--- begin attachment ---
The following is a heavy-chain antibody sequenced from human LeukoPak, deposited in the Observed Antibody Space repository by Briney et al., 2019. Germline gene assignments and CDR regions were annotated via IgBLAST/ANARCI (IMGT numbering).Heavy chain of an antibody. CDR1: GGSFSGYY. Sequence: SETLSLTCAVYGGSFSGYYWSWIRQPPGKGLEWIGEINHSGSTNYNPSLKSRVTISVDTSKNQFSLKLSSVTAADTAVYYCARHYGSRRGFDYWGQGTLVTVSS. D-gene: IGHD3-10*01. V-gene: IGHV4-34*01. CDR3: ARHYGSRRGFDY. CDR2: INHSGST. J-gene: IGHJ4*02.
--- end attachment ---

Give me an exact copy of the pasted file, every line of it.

The following is a heavy-chain antibody sequenced from human LeukoPak, deposited in the Observed Antibody Space repository by Briney et al., 2019. Germline gene assignments and CDR regions were annotated via IgBLAST/ANARCI (IMGT numbering).Heavy chain of an antibody. CDR1: GGSFSGYY. Sequence: SETLSLTCAVYGGSFSGYYWSWIRQPPGKGLEWIGEINHSGSTNYNPSLKSRVTISVDTSKNQFSLKLSSVTAADTAVYYCARHYGSRRGFDYWGQGTLVTVSS. D-gene: IGHD3-10*01. V-gene: IGHV4-34*01. CDR3: ARHYGSRRGFDY. CDR2: INHSGST. J-gene: IGHJ4*02.